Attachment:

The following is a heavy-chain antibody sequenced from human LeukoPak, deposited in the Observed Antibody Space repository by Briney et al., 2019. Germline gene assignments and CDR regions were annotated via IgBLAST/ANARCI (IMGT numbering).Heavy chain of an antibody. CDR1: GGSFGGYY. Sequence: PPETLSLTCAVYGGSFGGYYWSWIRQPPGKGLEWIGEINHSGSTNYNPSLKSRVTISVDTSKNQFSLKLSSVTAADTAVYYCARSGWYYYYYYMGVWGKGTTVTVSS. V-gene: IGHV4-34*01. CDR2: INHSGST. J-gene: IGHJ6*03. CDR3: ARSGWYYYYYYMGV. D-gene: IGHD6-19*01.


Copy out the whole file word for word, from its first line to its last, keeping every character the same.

The following is a heavy-chain antibody sequenced from human LeukoPak, deposited in the Observed Antibody Space repository by Briney et al., 2019. Germline gene assignments and CDR regions were annotated via IgBLAST/ANARCI (IMGT numbering).Heavy chain of an antibody. CDR1: GGSFGGYY. Sequence: PPETLSLTCAVYGGSFGGYYWSWIRQPPGKGLEWIGEINHSGSTNYNPSLKSRVTISVDTSKNQFSLKLSSVTAADTAVYYCARSGWYYYYYYMGVWGKGTTVTVSS. V-gene: IGHV4-34*01. CDR2: INHSGST. J-gene: IGHJ6*03. CDR3: ARSGWYYYYYYMGV. D-gene: IGHD6-19*01.